This study determined changes in lower limb joint stiffness when running with body-borne load, and whether they differ with stride or sex. Twenty males and 16 females had joint stiffness quantified when running (4.0 m/s) with body-borne load (20, 25, 30, and 35 kg) and 3 stride lengths (preferred or 15% longer and shorter). Lower limb joint stiffness, flexion range of motion (RoM), and peak flexion moment were submitted to a mixed-model analysis of variance. Knee and ankle stiffness increased 19% and 6% with load (P < .001, P = .049), but decreased 8% and 6% as stride lengthened (P = .004, P < .001). Decreased knee RoM (P < .001, 0.9°–2.7°) and increased knee (P = .007, up to 0.12 N.m/kg.m) and ankle (P = .013, up to 0.03 N.m/kg.m) flexion moment may stiffen joints with load. Greater knee (P < .001, 4.7°–5.4°) and ankle (P < .001, 2.6°–7.2°) flexion RoM may increase joint compliance with longer strides. Females exhibited 15% stiffer knee (P = .025) from larger reductions in knee RoM (4.3°–5.4°) with load than males (P < .004). Stiffer lower limb joints may elevate injury risk while running with load, especially for females.

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Nicholas S. Ryan, Paul A. Bruno and John M. Barden

Studies have investigated the reliability and effect of walking speed on stride time variability during walking trials performed on a treadmill. The objective of this study was to investigate the reliability of stride time variability and the effect of walking speed on stride time variability, during continuous, overground walking in healthy young adults. Participants completed: (1) 2 walking trials at their preferred walking speed on 1 day and another trial 2 to 4 days later and (2) 1 trial at their preferred walking speed, 1 trial approximately 20% to 25% faster than their preferred walking speed, and 1 trial approximately 20% to 25% slower than their preferred walking speed on a separate day. Data from a waist-mounted accelerometer were used to determine the consecutive stride times for each trial. The reliability of stride time variability outcomes was generally poor (intraclass correlations: .167–.487). Although some significant differences in stride time variability were found between the preferred walking speed, fast, and slow trials, individual between-trial differences were generally below the estimated minimum difference considered to be a real difference. The development of a protocol to improve the reliability of stride time variability outcomes during continuous, overground walking would be beneficial to improve their application in research and clinical settings.

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Mengyun Luo, Philayrath Phongsavan, Adrian Bauman, Joel Negin, Zhiruo Zhang and Ding Ding

The correlates of physical activity differ across domains. The authors explored the contribution of domain-specific physical activity to total physical activity and examined how different sociodemographic and social capital-related variables are associated with different physical activity domains in older adults, using nationally representative samples from six low- to middle-income countries. Activity at work and home combined plays an important role in contributing to total physical activity, while leisure-time physical activity accounted for an extremely small proportion. Some correlates of physical activity were similar across countries, such as working status and structural social capital, while other associations were country specific. Promoting structural social capital, trust, and perceived safety may confer positive benefits on older adults’ activity.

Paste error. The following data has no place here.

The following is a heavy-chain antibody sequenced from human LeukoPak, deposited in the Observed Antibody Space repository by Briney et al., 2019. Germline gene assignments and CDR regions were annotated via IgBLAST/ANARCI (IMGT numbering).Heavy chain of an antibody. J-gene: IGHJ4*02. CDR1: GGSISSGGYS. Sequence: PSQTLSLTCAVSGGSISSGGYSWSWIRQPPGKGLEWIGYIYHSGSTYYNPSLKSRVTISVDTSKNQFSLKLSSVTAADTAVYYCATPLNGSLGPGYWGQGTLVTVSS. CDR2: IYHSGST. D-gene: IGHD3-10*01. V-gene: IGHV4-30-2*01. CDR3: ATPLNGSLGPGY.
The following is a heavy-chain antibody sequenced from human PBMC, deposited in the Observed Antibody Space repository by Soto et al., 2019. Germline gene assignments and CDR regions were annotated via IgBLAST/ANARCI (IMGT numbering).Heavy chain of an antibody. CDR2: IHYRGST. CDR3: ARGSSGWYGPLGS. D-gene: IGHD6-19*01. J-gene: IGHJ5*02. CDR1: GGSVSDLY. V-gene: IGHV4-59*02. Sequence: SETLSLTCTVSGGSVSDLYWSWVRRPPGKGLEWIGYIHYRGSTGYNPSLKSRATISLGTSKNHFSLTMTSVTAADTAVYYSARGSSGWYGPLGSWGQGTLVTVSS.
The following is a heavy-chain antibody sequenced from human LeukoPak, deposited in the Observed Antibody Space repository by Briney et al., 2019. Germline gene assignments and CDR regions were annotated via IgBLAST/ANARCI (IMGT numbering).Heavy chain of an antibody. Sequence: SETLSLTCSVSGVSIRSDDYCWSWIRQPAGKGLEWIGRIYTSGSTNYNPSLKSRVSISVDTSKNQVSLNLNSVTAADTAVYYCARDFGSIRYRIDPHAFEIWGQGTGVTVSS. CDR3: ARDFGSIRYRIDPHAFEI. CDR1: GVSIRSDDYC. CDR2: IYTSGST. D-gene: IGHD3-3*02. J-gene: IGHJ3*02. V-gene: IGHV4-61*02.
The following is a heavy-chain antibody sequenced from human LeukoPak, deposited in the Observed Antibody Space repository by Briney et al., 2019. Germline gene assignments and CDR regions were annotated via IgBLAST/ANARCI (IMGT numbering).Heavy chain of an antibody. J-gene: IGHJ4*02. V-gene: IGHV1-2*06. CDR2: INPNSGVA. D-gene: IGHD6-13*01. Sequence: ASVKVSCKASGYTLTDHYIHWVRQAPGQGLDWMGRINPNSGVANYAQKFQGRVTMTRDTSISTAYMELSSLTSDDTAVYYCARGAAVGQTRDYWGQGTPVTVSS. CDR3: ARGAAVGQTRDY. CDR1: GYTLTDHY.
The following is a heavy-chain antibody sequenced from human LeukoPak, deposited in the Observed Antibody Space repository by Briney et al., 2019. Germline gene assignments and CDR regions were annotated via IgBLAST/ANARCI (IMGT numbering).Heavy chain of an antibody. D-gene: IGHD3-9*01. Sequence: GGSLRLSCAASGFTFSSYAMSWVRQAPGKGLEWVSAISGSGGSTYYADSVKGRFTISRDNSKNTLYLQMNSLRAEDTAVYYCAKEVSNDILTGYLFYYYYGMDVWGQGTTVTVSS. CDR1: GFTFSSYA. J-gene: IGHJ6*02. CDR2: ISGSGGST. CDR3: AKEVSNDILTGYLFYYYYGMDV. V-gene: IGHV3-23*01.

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Emmanuel Chiebuka Okoye, Christopher Olusanjo Akosile, Fatai Adesina Maruf, Ifeoma Uchenna Onwuakagba and Victoria Chinonye Chukwuma

Objectives: To cross-culturally adapt and validate the Physical Activity Scale for the Elderly (PASE) into Igbo culture. Methods: The English version of the PASE (E-PASE) was translated into Igbo, harmonized, back-translated, subjected to expert panel review, and pretested. The final Igbo version of PASE (I-PASE), the E-PASE, and the International Physical Activity Questionnaire were then administered to consecutively recruited 109 consenting Igbo older adults. Data were analyzed using frequency, percentage, mean, standard deviation, Mann–Whitney U test, Spearman rank-order correlation, and Cronbach’s alpha at .05 level of significance. Results: All items on the E-PASE were retained on the I-PASE but some modifications were made. The I-PASE had poor internal consistency coefficient (α = .66), poor-to-excellent item, and total score known-group validity (ρ = .24–1.00) and moderate convergent validity (ρ = .50). Conclusion: The I-PASE is a valid, reliable, and culturally specific tool for assessing PA among Igbo older adults.